New Brunswick

Number of children living in poverty rises to 31,400

More than 31,400 children are living in poverty, according to an annual report from the Saint John Human Development Council.

Poverty line for one parent with one child is $28,884

Child poverty rates in Saint John are tied with Toronto for the highest in the country. (CBC)

More than 31,400 children in New Brunswick are living in poverty, according to an annual report from the Saint John Human Development Council.

The 2018 Child Poverty Reduction Report Card shows a 2.5 percentage point increase from 2015 to 2016 in the number of children living in poverty.

The rise can in part be attributed to a change in the definition of poverty. The new formula raised the income threshold.

The poverty line for one parent with one child is $28,884. In 2017, the poverty line for one parent with one child was $25,498.

The child poverty rate was 24.7 per cent in 2015. 

Randy Hatfield, executive director of the Saint John Human Development Council, said many of the young people living in poverty are children of single-parents or newcomers to New Brunswick.

About 1,200 of the 7,600 Muslim children and teenagers in New Brunswick, from infants to 17-years-olds, are living in poverty, he said.

"Many of these children are coming with families in refugee situations, and if you're coming as a refugee to New Brunswick, you're entitled to a level of support that those on welfare would receive, so it's not surprising really," Hatfield told Information Morning Saint John.

Randy Hatfield, executive director of the Human Development Council in Saint John, said political will is needed to improve the lives of people who are living in poverty. (Saint John Human Development Council)

According to the report, 52 per cent of children in single-parent families in the province are also living in poverty.

Hatfield said he's not surprised by that number.

"When we talk about poverty," he said. "We know that it's a lot more than not having a lot of money. It goes to participation, belonging, social cohesion, but the only thing we can measure really is income, it's very crude and a proxy measure, but it's one that you can look at over time."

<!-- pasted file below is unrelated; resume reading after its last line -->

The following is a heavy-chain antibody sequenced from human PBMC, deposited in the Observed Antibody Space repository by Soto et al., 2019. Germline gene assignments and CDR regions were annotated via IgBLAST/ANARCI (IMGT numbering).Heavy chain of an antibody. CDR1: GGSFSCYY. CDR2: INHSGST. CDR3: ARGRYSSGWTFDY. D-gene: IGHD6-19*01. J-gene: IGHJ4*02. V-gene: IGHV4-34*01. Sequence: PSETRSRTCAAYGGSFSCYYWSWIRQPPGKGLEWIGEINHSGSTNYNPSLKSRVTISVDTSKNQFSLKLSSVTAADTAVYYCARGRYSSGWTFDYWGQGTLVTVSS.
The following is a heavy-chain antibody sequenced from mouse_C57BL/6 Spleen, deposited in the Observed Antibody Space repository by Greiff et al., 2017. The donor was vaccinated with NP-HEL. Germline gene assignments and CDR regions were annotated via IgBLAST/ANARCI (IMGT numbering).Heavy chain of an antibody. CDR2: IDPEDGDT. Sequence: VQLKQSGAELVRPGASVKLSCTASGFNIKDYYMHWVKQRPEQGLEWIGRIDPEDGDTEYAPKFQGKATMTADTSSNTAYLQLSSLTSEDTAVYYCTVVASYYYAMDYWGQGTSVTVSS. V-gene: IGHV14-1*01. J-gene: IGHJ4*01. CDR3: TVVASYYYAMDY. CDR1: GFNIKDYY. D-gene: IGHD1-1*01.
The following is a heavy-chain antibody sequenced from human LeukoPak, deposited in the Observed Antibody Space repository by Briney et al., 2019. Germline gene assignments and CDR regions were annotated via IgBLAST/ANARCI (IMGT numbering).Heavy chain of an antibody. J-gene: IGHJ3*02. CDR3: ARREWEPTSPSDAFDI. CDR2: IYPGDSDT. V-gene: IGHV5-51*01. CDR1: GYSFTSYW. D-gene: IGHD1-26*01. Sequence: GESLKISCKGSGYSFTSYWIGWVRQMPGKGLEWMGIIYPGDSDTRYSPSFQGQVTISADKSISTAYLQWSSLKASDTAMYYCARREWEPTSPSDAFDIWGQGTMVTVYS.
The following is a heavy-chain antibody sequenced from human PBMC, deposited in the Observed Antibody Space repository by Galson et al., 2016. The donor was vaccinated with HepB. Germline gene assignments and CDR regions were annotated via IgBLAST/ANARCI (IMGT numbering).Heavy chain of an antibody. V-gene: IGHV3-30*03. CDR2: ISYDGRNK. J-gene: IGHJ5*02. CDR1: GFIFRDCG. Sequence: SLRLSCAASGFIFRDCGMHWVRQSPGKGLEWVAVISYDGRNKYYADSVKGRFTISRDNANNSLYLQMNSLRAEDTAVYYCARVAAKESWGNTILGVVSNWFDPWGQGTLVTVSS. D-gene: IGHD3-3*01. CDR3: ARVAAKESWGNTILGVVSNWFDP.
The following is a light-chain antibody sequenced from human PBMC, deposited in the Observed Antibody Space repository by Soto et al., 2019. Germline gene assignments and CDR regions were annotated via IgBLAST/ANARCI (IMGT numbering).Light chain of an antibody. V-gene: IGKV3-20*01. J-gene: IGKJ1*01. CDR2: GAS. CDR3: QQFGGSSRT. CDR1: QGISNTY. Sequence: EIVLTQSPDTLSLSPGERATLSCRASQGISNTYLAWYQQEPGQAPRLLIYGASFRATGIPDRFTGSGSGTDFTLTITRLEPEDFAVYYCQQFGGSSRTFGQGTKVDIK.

Poverty has 'deleterious effects'

The report also says that one in three people accessing a food bank in New Brunswick is a child. 

"There's a lot of trauma that's associated with poverty and youth poverty and that's why we want to catch them when they're young," Hatfield said.

"Over the life cycle, poverty has a lot of deleterious effects."

According to 2016 numbers, the most recent data, New Brunswick has the fourth highest child poverty rate of Canada's 10 provinces. The overall rate for child poverty in Canada in 2016 was 19.6 per cent.

Hatfield said there's a basic "needs deficit" in the province.

"Our shelters are exploding."

However, he said it's been a "remarkable year" for poverty reduction, citing the creation of a national poverty strategy.

In August, the Liberals vowed to lift two million Canadians out of poverty by 2030.

"The feds have chosen an official poverty line, a poverty measure, it's not a perfect one, but it's one that will allow us at least to speak the same language and to all agree on what we're measuring and what that means," Hatfield said.

He said there are other factors that contribute to living below the poverty line.

"The cost of child care is enormous in this community, across the country it is, and we know that that's a huge impediment to labour force participation," Hatfield said. "Transportation continues to be a barrier, a low minimum wage, a lack of a living wage.

"I think there are a whole host of variables that you have to consider when you're looking at poverty, particularly as we measure it as an income phenomenon."

About the Author

Sarah Morin

Reporter

Sarah Morin is a reporter with CBC New Brunswick based in Fredericton. Story tip? sarah.morin@cbc.ca

Information Morning Saint John